I regret missing KISS when my parents grounded me for what I protested at the time were unfair reasons: When my boyfriend and I went to The Arena to get tickets, he parked in neighboring Forest Park to save on the parking fee, and we returned to find the windows on the car broken, his expensive stereo system gutted, huge baseball bat-sized holes in the sides of his Grand Prix. Dealing with a police report and taping up the windows against the cold winter air, we returned home well past curfew, and the grounding was my punishment.

In 1999 when The Arena was imploded, I walked from where I lived just a few blocks away to watch it. I still remember the birds emerging from holes in the ceiling the second the detonation went off.

As many of you know, I've moved back to St. Louis after 20 years away, so this brick marks that occasion for me, too.

While picking up the brick was my main goal, my husband and I also just wanted to check out the salvage finds at Architectural Artifacts. We hope to add some choice pieces as focal points and sculptures as we create Dragon Flower Farm. We have dibbs on a couple of items, like these triangular tiles, large-scale letter blocks, and a sphinx.

Triangles
Want.
Me
I think I would prefer "We."
Sphinx
Recovered from an elementary school. The church that bought the building didn't want the Egyptian icon. AASTL has two of them, the other in a bit better shape.

Speaking of getting in touch with one's roots... this year marks my 25th reunion from college (undergrad). As part of the reunion observances and festivities, SLU is creating spotlights on alumni and publishing them in the alumni email newsletters. I mourn the loss of one important professor in particular, so I focused on her for my spotlight:

SLU spotlight

In other news, my yogi detective series, the Dreamslippers Series, has received a couple of features, the first from indieBRAG, as all three books in the series won that institution's medallion, awarded to only the top 20 percent of books submitted. May was mystery month, so the series was included in that.

Mystery spotlight

The series was also included in a roundup wiki of top 10 paranormal mystery series, with a video intro here, the Dreamslippers reel starting at 4:04.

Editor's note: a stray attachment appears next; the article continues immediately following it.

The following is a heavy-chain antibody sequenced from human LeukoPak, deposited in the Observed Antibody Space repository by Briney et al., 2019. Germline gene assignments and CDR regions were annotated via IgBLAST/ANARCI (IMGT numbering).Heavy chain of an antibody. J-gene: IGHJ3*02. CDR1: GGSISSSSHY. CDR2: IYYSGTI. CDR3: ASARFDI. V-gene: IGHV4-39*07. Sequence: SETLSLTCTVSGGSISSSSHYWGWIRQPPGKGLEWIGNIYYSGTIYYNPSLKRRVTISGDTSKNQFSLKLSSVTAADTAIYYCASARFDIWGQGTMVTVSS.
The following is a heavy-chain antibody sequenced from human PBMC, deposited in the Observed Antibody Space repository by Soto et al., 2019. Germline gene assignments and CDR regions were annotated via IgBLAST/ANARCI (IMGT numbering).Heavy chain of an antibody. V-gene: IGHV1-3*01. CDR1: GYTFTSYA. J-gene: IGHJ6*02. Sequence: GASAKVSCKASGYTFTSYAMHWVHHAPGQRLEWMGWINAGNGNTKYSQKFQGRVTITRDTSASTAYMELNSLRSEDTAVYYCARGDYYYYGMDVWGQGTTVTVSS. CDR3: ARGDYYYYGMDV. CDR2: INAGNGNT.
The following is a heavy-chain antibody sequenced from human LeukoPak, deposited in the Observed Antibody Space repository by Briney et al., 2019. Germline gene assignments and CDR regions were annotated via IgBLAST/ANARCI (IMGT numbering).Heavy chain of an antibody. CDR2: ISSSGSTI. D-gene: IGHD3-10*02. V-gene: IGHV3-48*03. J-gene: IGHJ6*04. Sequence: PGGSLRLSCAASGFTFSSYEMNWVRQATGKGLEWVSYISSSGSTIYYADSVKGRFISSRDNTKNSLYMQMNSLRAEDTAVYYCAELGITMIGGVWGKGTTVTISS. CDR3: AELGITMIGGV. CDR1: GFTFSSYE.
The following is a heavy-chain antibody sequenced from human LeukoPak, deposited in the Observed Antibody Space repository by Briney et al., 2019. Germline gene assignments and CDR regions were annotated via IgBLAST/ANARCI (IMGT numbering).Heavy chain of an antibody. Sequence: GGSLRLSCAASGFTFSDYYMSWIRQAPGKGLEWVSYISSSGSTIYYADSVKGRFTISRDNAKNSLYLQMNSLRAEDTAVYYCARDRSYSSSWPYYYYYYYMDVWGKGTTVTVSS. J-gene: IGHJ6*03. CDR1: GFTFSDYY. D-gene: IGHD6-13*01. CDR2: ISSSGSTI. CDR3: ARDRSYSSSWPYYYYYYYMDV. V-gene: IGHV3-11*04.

You Might Also Like:

'Bound to the Truth' Wins indieBRAG, Third in a Row for Author Lisa Brunette

A Christmas Gift to My Fellow Missourians

Partners in Crime Spring '17: The 21-Blog Salute!


A Christmas Gift to My Fellow Missourians

IndieMO

I'm pleased to announce that all three books in the Dreamslippers Series have been inducted into the Indie Missouri program, a collection of books from local indie authors available exclusively on the BiblioBoard Library mobile and web platform. This collection is available to patrons of participating libraries across the state.

It's an honor to be included in such a great program. I'm all in favor of any effort to broaden the offerings beyond what is controlled by the New York-focused traditional publishing establishment. What's found to be exciting and important to those of us in this "flyover" state might not always match what plays in New York.

Speaking of which, the first book in the series, Cat in the Flock, takes place in the bi-state area of Missouri and Illinois around St. Louis, where I lived from about junior high to early adulthood, the place I've returned to live now.

Tap or click the book covers below to find each book in the Indie Missouri list. Merry Christmas, and happy reading!

BRAG medallion ebook CAT IN THE FLOCK

Framed and Burning w Medallion

BOUND TO THE TRUTH 1400x2240 indieBRAG

 


The End of the Dream(slippers): Year in Review

Notebook-1935686_1920

Image courtesy of Pixabay.

When I set out to write the Dreamslippers series back in 2012, the self-publishing business was still bright, shiny, and promising.

Still, I wasn't sure if I'd go that route. I had to be convinced, and I was, in the end--by research that showed you had a better chance of making a living as a fiction writer if you went indie. Around a very demanding day job, it took me two years to write the first book. During that time, I shopped it around to agents and editors in traditional publishing, and I had an incredible amount of interest--just no follow-through. I worked on the book, getting a ton of feedback from alpha and beta readers--as well as some of those agents--and revising over and over. It wasn't my first book; I'd had an agent back in 2005 who shopped a short-story collection around. I'd honed my skill since then and felt confident about the manuscript. I talked to a lot of people, authors and agents and marketers and others. It seemed to make the most sense to take a leap into self-publishing.